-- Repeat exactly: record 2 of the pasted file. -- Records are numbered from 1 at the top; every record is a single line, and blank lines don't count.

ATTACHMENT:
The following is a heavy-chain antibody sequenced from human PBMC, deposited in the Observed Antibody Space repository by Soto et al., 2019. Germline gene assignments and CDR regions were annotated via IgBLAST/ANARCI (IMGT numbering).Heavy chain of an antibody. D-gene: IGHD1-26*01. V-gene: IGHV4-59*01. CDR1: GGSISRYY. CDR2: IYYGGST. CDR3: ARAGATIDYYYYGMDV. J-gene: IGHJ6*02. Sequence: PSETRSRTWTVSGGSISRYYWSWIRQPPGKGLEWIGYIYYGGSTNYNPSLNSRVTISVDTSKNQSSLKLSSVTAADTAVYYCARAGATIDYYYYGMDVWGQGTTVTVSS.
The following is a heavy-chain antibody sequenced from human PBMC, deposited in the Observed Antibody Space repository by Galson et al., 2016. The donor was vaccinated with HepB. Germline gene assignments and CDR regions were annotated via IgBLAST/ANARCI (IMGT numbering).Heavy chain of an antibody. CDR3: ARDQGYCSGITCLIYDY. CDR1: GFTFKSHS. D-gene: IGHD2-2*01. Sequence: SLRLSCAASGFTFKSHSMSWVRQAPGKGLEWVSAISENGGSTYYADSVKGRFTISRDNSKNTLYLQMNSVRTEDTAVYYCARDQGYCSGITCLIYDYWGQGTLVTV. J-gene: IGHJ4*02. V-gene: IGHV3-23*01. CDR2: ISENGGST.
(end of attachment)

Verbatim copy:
The following is a heavy-chain antibody sequenced from human PBMC, deposited in the Observed Antibody Space repository by Galson et al., 2016. The donor was vaccinated with HepB. Germline gene assignments and CDR regions were annotated via IgBLAST/ANARCI (IMGT numbering).Heavy chain of an antibody. CDR3: ARDQGYCSGITCLIYDY. CDR1: GFTFKSHS. D-gene: IGHD2-2*01. Sequence: SLRLSCAASGFTFKSHSMSWVRQAPGKGLEWVSAISENGGSTYYADSVKGRFTISRDNSKNTLYLQMNSVRTEDTAVYYCARDQGYCSGITCLIYDYWGQGTLVTV. J-gene: IGHJ4*02. V-gene: IGHV3-23*01. CDR2: ISENGGST.